[Skip to Navigation]
January 24, 1996

Pregnancy Termination in Relation to Risk of Breast Cancer

Author Affiliations

From the University of Wisconsin Comprehensive Cancer Center, Madison, and Fred Hutchinson Cancer Research Center, Seattle, Wash (Drs Newcomb and Storer); Department of Epidemiology, UCLA School of Public Health, Los Angeles, Calif (Dr Longnecker); Department of Obstetrics and Gynecology, University of Chicago (Ill), Chicago Lying-In Hospital (Dr Mittendorf); Norris Cotton Cancer Center, Dartmouth Hitchcock Medical School, Hanover, NH (Dr Greenberg); and Department of Nutrition, Harvard School of Public Health, Channing Laboratory, Harvard Medical School, and Department of Medicine, Brigham and Women's Hospital, Boston, Mass (Dr Willett). Dr Longnecker is now at the Epidemiology Branch, National Institute of Environmental Health Sciences, Research Triangle Park, NC.

JAMA. 1996;275(4):283-287. doi:10.1001/jama.1996.03530280035033

Objective.  —To evaluate the association between pregnancy terminations and risk of breast cancer.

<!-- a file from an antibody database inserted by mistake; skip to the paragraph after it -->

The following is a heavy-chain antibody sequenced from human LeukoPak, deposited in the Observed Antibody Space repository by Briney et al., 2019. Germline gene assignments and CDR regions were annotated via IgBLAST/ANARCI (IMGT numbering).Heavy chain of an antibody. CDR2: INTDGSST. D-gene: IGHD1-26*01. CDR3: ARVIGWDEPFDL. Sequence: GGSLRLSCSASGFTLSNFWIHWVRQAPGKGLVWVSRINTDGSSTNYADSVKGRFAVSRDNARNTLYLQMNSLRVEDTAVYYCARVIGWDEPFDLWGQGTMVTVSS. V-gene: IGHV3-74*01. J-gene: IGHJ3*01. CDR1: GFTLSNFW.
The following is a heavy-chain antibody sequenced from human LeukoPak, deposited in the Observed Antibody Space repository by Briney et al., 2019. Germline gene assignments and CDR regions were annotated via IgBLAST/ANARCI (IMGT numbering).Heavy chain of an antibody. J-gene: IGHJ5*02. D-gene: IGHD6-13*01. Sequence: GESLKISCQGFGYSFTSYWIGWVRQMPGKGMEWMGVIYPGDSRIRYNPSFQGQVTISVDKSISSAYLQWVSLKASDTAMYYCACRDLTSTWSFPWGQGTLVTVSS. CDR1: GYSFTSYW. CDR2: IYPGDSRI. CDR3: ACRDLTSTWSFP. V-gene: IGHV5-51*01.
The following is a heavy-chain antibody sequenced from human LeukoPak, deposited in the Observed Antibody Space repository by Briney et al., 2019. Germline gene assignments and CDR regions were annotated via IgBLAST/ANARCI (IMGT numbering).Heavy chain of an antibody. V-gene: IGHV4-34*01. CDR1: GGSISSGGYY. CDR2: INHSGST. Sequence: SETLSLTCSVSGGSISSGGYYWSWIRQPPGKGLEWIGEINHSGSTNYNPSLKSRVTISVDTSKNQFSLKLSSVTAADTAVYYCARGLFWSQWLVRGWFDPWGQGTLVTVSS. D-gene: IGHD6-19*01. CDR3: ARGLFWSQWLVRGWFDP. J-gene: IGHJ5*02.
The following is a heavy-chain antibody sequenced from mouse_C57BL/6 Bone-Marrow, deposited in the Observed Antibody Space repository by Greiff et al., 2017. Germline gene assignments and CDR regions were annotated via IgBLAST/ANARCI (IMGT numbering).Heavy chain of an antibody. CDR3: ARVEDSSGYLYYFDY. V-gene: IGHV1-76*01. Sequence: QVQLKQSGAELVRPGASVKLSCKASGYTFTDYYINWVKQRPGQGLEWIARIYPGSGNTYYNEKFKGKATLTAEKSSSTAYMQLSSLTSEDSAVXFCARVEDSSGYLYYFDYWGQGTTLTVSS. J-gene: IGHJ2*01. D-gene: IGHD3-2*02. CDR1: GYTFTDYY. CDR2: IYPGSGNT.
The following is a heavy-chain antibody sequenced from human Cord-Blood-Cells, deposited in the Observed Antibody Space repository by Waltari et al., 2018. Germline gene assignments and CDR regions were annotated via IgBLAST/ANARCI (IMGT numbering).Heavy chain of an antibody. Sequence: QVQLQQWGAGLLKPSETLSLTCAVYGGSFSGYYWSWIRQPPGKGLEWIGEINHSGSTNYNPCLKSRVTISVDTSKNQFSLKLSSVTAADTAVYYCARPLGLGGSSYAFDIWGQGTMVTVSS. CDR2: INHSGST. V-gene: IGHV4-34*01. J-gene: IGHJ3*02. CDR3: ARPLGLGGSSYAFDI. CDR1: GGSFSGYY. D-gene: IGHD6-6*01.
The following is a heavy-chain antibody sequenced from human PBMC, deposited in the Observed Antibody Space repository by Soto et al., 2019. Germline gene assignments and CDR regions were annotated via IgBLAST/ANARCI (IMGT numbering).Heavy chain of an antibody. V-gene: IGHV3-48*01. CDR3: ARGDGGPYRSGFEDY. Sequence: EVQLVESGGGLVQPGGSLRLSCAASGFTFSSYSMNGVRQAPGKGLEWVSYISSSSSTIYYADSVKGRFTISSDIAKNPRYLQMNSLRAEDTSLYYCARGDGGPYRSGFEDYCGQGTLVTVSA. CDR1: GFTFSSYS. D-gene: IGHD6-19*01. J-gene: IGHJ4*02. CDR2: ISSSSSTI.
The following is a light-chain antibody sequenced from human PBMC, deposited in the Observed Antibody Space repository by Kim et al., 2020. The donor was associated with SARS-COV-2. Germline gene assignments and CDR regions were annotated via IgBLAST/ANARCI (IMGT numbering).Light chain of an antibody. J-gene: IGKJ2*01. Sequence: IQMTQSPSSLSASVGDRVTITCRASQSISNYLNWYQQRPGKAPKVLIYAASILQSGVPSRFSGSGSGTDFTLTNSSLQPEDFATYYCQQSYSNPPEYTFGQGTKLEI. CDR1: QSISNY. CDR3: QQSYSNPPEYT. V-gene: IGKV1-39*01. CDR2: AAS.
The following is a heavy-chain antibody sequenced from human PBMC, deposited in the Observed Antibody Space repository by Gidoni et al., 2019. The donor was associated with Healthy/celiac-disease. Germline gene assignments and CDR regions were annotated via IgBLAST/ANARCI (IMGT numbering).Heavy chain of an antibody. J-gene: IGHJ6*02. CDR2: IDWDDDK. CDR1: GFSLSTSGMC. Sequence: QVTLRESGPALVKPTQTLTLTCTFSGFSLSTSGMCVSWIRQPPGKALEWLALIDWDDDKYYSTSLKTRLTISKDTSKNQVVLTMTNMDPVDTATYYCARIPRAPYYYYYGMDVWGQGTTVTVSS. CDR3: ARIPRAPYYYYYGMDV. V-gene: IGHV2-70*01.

Design and Setting.  —Population-based case-control study in Wisconsin, Massachusetts, Maine, and New Hampshire.

Study Participants.  —Cases were women younger than 75 years with a new diagnosis of breast cancer (n=6888), identified from statewide tumor registries. Controls younger than 65 years (n=9529) were randomly selected from lists of licensed drivers, or for older subjects, from lists of Medicare beneficiaries. Exposures and Outcomes.—Breast cancer risk in relation to spontaneous or induced abortions.

Results.  —After adjustment for parity, age at first birth, and other risk factors, pregnancy termination (induced or spontaneous) was associated with a relative risk (RR) of breast cancer of 1.12 (95% confidence interval [CI], 1.04 to 1.21), compared with the risk among women who had never had a termination. Induced terminations were associated with a RR of 1.23 (95% CI, 1.00 to 1.51), which was somewhat greater than the risk associated with spontaneous terminations (RR, 1.11; 95% CI, 1.02 to 1.20). The association with induced abortions was stronger for those performed before legalization of abortion in 1973 (RR, 1.35; 95% CI, 1.01 to 1.80) than after this time (RR, 1.12; 95% CI, 0.84 to 1.49), suggesting a bias in reporting this sensitive procedure.

Conclusions.  —A weak positive association was observed between abortion— whether induced or spontaneous—and risk of breast cancer. The increase in risk of breast cancer was somewhat greater among women with a history of induced terminations. However, this association may be due to reporting bias and was not significantly different than the slight risk for spontaneous terminations.(JAMA. 1996;275:283-287)